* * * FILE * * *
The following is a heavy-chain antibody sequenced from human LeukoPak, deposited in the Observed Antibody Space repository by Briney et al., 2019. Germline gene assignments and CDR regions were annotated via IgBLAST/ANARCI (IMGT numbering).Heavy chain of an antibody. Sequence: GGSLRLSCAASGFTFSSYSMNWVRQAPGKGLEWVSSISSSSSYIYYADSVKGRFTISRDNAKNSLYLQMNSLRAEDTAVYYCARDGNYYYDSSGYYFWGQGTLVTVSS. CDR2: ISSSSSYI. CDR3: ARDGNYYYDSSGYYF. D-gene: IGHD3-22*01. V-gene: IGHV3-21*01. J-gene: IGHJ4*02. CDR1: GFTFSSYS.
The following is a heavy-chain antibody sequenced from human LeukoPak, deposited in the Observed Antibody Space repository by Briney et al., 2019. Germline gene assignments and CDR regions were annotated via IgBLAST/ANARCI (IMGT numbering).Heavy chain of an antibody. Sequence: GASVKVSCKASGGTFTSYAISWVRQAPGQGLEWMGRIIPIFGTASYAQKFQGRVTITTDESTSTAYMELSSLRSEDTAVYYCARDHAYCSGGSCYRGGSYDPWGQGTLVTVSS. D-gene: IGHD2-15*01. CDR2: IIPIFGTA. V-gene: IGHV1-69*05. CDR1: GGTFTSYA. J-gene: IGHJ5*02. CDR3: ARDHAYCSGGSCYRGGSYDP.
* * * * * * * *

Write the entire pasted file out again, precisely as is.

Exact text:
The following is a heavy-chain antibody sequenced from human LeukoPak, deposited in the Observed Antibody Space repository by Briney et al., 2019. Germline gene assignments and CDR regions were annotated via IgBLAST/ANARCI (IMGT numbering).Heavy chain of an antibody. Sequence: GGSLRLSCAASGFTFSSYSMNWVRQAPGKGLEWVSSISSSSSYIYYADSVKGRFTISRDNAKNSLYLQMNSLRAEDTAVYYCARDGNYYYDSSGYYFWGQGTLVTVSS. CDR2: ISSSSSYI. CDR3: ARDGNYYYDSSGYYF. D-gene: IGHD3-22*01. V-gene: IGHV3-21*01. J-gene: IGHJ4*02. CDR1: GFTFSSYS.
The following is a heavy-chain antibody sequenced from human LeukoPak, deposited in the Observed Antibody Space repository by Briney et al., 2019. Germline gene assignments and CDR regions were annotated via IgBLAST/ANARCI (IMGT numbering).Heavy chain of an antibody. Sequence: GASVKVSCKASGGTFTSYAISWVRQAPGQGLEWMGRIIPIFGTASYAQKFQGRVTITTDESTSTAYMELSSLRSEDTAVYYCARDHAYCSGGSCYRGGSYDPWGQGTLVTVSS. D-gene: IGHD2-15*01. CDR2: IIPIFGTA. V-gene: IGHV1-69*05. CDR1: GGTFTSYA. J-gene: IGHJ5*02. CDR3: ARDHAYCSGGSCYRGGSYDP.